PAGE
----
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Jeff Novick's Blog

Jeffrey S. Novick, MS, RD, LD, LN

Jeff’s insightful and humorous approach to nutrition and health has helped thousands worldwide make the transition to healthy living. He holds both undergraduate and graduate degrees from Indiana State University in nutrition with minors in Exercise Science.

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Herbal Fraud PDF Print E-mail
Written by Jeff Novick, M.S., R.D.   
Tuesday, 29 April 2008 13:39

Many people in the "natural food" and "healthy living" world are aware of the corruption and  problems in the food and pharmeceutical industries.  What they are not often aware or, or willing to beleive, is the amount of corruption that also exists in the world of natural food and healthy living.

There is corruption on all sides.


Gregory Probert, the president and chief operating officer of Herbalife Ltd., was caught embellishing his academic credentials by a fraud investigator who has bet against the company's stock.


Herbalife, a Los Angeles marketer of weight-loss products, has said Mr.Probert received a Master of Business Administration degree from California State University, Los Angeles. It mentioned the degree in at least 19 filings with the Securities and Exchange Commission.


But Mr. Probert never finished Cal State's M.B.A. program, where he took classes in the early 1980s, the university said. The disclosure came after a critic of the company, Barry Minkow, hired a private investigator to verify Herbalife executives' biographies.

Food Additives PDF Print E-mail
Written by Jeff Novick, M.S., R.D.   
Tuesday, 29 April 2008 13:35

If you have heard my label reading talk, you know that I do not address the issue of food additives.  My main focus is on the three ingredients which are the most over consumed in the American food supply and causing the most harm.  These are the  "bad" fats (saturated, hydrogenated, trans) , refined sugars/sweeteners, and refined carbohydrates/grains.


However, the Center For Science In The Public Interest (CSPI) has just updated their analysis of food additives in the latest edition of Nutrition Action Newsletter and it is available online.


So, for those who are interested, I consider CSPI's work on this over the years, fairly reliable though I do not agree 100% with their ratings. Nor am I recommending that you place the concern over avoiding these additives above and

Shaking The Salt Habit PDF Print E-mail
Written by Jeff Novick, M.S., R.D.   
Friday, 25 April 2008 09:17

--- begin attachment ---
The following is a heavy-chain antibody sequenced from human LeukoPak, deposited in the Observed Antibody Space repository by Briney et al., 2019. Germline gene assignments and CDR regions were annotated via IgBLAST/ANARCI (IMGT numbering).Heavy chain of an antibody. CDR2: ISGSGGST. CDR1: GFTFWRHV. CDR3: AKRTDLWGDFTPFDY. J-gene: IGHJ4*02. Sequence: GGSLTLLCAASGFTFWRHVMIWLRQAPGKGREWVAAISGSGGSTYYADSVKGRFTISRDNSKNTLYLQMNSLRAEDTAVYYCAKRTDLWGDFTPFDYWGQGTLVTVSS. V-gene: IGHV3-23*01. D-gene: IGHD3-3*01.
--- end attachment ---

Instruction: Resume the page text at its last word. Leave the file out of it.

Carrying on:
Following up on my earlier blog about Sodium, Calcium and you, here is a simple method to limit the amount of sodium in food. 

One in three U.S. adults has high blood pressure, and almost 1 billion people worldwide. Hypertension in turn is a leading cause of heart attacks, strokes and kidney failure. And while being overweight and inactive raises blood pressure, too much salt is a big culprit as well.

 The American Medical Association says cutting in half the sodium in processed and restaurant foods within 10 years could wind up saving 150,000 lives annually.  The World Health Organization this year called for worldwide sodium reductionin processed foods, plus consumer education on cutting the salt.

If you are trying to cut back on salt, you have to know where most of the salt is coming from.   In an effort to cut back on salt, many people quit adding salt themselves from the salt shaker, and also in any cooking they do at home.   However, while these efforts are to be applauded, they will only have a small impact on the amount of salt in their diet. 


The Effects Of Cooking & Microwaves PDF Print E-mail
Written by Jeff Novick, M.S., R.D.   
Tuesday, 22 April 2008 09:25

Does cooking kill the nutrients in food? Specifically broccoli? If so, how much cooking and at what temperature? And, isn't microwaving the worst way to cook it? Doesn’t microwaving kill all the nutrients? And what about storing broccoli in the refrigerator?

These are all questions I get all the time from clients and patients. And, when I tell them the answer found in most studies, it is as if they don’t want to hear the answer and just want to go on believing in myths.
So, what is the answer?

Researchers at both the Warwick Medical School and the Department of Chemistry at the University of Warwick investigated these very questions and published their results this week in the journal Food and Chemical Toxicology. The researchers bought broccoli, brussels sprouts, cauliflower and green cabbage from a local grocery stores and took them to the lab within 30 minutes of purchasing them. They then investigated the effects of cooking by several methods; boiling, steaming, microwaving and stir-frying, to test the effects on the loss of glucosinolates, which are cancer protective substances.

Sodium, Calcium... and You PDF Print E-mail
Written by Jeff Novick, M.S., R.D.   
Thursday, 17 April 2008 13:03

Many of you are aware of the relationship between animal protein and calcium and that higher levels of animal protein intake can increase calcium loss from the bones.

What many of you are not aware is the important relationship between excess sodium intake and calcium loss.

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